The present study clarified the structure of factors that affect grief reactions of families who experienced acute bereavement in critical care settings in Japan. Sixty-four families who experienced acute bereavement answered a questionnaire. The questionnaire included the Miyabayashi Grief Measurement, recognition of bereavement, Multidimensional Scale of Perceived Social Support, and the Tri-Axial Coping Scale. We analyzed the causal structure regarding the relationship of stress recognition, coping, and grief reactions using structural equation modeling. The greatest influence on grief reactions of bereaved families was stress recognition. Factors that influenced stress recognition were subjective degree of sadness, acceptance of bereavement, regret for bereavement, and recognition of a peaceful death. These results show that the quality of end-of-life care in critical care settings is an important factor that affects bereaved families' stress recognition and grief reactions. Nurses and medical staff must provide end-of-life care to help family members accept the death of their loved one and reduce regrets as much as possible.

  11. A risk management model for familial breast cancer: A new application using Fuzzy Cognitive Map method.

    PubMed

    Papageorgiou, Elpiniki I; Jayashree Subramanian; Karmegam, Akila; Papandrianos, Nikolaos

    2015-11-01

    Breast cancer is the most deadly disease affecting women and thus it is natural for women aged 40-49 years (who have a family history of breast cancer or other related cancers) to assess their personal risk for developing familial breast cancer (FBC). Besides, as each individual woman possesses different levels of risk of developing breast cancer depending on their family history, genetic predispositions and personal medical history, individualized care setting mechanism needs to be identified so that appropriate risk assessment, counseling, screening, and prevention options can be determined by the health care professionals. The presented work aims at developing a soft computing based medical decision support system using Fuzzy Cognitive Map (FCM) that assists health care professionals in deciding the individualized care setting mechanisms based on the FBC risk level of the given women. The FCM based FBC risk management system uses NHL to learn causal weights from 40 patient records and achieves a 95% diagnostic accuracy. The results obtained from the proposed model are in concurrence with the comprehensive risk evaluation tool based on Tyrer-Cuzick model for 38/40 patient cases (95%). Besides, the proposed model identifies high risk women by calculating higher accuracy of prediction than the standard Gail and NSAPB models. The testing accuracy of the proposed model using 10-fold cross validation technique outperforms other standard machine learning based inference engines as well as previous FCM-based risk prediction methods for BC. Copyright © 2015 Elsevier Ireland Ltd. All rights reserved.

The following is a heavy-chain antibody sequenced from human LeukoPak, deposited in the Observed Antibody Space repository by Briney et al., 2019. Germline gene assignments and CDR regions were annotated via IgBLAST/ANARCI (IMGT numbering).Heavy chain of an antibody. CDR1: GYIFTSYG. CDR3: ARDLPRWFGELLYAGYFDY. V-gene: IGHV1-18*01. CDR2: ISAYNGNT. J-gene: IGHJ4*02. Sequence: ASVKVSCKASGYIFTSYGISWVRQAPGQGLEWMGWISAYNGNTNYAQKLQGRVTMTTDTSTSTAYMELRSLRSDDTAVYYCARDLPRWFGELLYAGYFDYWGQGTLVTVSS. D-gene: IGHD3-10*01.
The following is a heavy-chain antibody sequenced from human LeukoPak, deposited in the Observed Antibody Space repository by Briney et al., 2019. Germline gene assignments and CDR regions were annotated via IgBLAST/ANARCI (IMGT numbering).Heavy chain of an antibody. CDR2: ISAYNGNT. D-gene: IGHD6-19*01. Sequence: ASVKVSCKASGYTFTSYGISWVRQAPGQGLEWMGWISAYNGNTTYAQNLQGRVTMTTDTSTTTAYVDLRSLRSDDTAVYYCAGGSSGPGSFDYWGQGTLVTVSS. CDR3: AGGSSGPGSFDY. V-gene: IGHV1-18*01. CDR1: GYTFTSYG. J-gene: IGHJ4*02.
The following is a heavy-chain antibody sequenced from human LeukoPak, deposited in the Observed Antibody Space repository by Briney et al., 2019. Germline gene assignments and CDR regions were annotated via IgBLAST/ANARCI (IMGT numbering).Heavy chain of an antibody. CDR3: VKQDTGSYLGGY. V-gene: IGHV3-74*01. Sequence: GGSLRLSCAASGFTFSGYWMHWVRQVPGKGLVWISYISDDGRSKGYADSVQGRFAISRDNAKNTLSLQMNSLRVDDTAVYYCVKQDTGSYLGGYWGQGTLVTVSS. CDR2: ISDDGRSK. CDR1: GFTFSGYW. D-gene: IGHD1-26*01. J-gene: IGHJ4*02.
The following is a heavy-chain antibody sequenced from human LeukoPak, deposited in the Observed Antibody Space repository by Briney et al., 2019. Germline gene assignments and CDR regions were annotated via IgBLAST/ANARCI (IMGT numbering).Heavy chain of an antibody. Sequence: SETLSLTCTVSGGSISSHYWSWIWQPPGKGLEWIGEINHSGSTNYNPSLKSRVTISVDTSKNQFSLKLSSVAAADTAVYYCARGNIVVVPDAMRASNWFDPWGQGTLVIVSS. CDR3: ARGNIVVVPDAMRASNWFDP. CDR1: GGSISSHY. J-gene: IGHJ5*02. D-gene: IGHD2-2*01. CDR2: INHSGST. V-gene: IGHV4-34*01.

12. A logistic mixture model for a family-based association study

    PubMed Central

    Xing, Guan; Xing, Chao; Lu, Qing; Elston, Robert C

    2007-01-01

    A family-based association study design is not only able to localize causative genes more precisely than linkage analysis, but it also helps explain the genetic mechanism underlying the trait under study. Therefore, it can be used to follow up an initial linkage scan. For an association study of binary traits in general pedigrees, we propose a logistic mixture model that regresses the trait value on the genotypic values of markers under investigation and other covariates such as environmental factors. We first tested both the validity and power of the new model by simulating nuclear families inheriting a simple Mendelian trait. It is powerful when the correct disease model is specified and shows much loss of power when the dominance of a model is inversely specified, i.e., a dominant model is wrongly specified as recessive or vice versa. We then applied the new model to the Genetic Analysis Workshop (GAW) 15 simulation data to test the performance of the model when adjusting for covariates in the case of complex traits. Adjusting for the covariate that interacts with disease loci improves the power to detect association. The simplest version of the model only takes monogenic inheritance into account, but analysis of the GAW simulation data shows that even this simple model can be powerful for complex traits. PMID:18466543